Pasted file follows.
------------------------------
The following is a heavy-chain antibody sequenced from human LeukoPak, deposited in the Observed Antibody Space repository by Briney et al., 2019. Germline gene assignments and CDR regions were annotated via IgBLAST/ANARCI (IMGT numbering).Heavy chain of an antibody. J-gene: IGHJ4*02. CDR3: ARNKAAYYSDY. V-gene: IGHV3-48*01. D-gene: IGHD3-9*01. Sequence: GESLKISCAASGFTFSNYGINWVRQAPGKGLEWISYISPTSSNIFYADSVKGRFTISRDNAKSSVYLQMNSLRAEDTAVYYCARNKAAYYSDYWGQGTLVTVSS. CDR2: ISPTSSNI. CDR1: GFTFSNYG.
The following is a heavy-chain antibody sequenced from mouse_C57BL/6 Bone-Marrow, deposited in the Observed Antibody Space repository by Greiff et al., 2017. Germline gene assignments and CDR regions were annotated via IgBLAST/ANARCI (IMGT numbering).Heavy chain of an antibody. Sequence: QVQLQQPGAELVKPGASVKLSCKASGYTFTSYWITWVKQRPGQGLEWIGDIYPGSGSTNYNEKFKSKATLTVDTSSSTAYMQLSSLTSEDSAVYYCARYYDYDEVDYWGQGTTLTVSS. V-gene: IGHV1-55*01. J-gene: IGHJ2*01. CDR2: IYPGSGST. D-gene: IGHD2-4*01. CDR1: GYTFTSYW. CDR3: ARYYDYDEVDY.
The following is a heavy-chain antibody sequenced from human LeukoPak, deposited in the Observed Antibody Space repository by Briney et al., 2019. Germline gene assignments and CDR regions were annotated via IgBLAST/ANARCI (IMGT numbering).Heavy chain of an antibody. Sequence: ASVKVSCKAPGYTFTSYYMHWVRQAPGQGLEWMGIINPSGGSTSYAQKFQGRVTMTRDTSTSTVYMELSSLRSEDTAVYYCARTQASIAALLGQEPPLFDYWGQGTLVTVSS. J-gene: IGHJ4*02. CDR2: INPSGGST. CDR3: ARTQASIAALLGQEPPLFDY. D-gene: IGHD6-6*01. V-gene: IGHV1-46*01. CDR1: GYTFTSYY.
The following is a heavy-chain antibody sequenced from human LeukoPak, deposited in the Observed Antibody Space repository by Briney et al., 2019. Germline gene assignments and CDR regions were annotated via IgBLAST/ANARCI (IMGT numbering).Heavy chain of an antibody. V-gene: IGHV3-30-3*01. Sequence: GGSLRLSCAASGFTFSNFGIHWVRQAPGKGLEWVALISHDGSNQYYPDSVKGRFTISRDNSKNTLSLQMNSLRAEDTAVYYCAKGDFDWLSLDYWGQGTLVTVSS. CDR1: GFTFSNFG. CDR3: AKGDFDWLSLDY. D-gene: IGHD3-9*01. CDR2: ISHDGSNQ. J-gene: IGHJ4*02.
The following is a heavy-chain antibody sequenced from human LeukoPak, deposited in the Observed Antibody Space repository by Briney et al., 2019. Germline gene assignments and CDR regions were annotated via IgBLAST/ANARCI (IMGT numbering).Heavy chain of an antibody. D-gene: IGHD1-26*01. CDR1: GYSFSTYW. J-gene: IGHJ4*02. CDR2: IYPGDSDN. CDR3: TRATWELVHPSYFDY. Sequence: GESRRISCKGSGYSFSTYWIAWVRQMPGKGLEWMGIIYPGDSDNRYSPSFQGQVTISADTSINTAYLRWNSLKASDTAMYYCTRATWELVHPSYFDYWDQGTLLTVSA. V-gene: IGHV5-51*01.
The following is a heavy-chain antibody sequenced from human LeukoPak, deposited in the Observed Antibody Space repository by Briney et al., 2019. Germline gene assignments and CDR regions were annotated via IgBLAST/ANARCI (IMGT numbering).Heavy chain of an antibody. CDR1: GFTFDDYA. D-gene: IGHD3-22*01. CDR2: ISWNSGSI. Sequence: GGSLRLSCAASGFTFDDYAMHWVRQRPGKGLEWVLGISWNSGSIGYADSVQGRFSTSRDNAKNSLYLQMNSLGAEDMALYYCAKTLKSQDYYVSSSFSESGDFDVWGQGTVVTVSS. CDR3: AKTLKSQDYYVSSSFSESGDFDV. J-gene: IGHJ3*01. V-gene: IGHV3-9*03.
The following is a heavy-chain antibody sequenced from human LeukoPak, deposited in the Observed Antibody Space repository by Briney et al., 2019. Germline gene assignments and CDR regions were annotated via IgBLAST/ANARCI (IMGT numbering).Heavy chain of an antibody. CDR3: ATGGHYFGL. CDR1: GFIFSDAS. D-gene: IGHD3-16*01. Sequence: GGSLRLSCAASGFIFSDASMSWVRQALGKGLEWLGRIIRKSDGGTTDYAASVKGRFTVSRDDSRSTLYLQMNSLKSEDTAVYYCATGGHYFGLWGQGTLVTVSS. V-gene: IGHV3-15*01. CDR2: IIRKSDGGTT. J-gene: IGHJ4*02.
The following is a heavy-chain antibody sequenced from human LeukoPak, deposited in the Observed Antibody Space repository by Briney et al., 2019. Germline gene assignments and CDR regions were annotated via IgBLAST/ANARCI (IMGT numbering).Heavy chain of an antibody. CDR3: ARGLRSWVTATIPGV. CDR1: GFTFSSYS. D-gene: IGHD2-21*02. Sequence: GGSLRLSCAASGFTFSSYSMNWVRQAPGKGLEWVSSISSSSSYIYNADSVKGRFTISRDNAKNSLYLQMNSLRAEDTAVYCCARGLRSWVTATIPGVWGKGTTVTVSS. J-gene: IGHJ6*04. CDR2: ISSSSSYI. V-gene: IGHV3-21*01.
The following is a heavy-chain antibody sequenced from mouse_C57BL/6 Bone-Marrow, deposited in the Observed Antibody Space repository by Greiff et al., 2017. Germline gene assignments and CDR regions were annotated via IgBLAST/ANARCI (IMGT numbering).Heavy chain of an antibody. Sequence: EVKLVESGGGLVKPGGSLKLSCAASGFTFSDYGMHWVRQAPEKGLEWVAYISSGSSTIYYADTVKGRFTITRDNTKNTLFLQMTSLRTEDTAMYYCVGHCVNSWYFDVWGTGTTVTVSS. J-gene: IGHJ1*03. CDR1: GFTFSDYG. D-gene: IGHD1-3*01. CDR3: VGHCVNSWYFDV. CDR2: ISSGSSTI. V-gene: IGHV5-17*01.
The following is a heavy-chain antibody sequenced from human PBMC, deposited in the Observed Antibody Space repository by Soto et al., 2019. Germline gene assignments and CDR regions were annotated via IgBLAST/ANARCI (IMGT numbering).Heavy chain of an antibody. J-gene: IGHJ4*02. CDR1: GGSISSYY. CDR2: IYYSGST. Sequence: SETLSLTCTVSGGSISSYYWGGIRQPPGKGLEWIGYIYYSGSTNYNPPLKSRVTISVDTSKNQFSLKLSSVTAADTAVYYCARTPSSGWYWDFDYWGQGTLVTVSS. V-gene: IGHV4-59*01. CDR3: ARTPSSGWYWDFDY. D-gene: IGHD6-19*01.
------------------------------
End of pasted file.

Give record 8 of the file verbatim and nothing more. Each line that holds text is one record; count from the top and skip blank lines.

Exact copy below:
The following is a heavy-chain antibody sequenced from human LeukoPak, deposited in the Observed Antibody Space repository by Briney et al., 2019. Germline gene assignments and CDR regions were annotated via IgBLAST/ANARCI (IMGT numbering).Heavy chain of an antibody. CDR3: ARGLRSWVTATIPGV. CDR1: GFTFSSYS. D-gene: IGHD2-21*02. Sequence: GGSLRLSCAASGFTFSSYSMNWVRQAPGKGLEWVSSISSSSSYIYNADSVKGRFTISRDNAKNSLYLQMNSLRAEDTAVYCCARGLRSWVTATIPGVWGKGTTVTVSS. J-gene: IGHJ6*04. CDR2: ISSSSSYI. V-gene: IGHV3-21*01.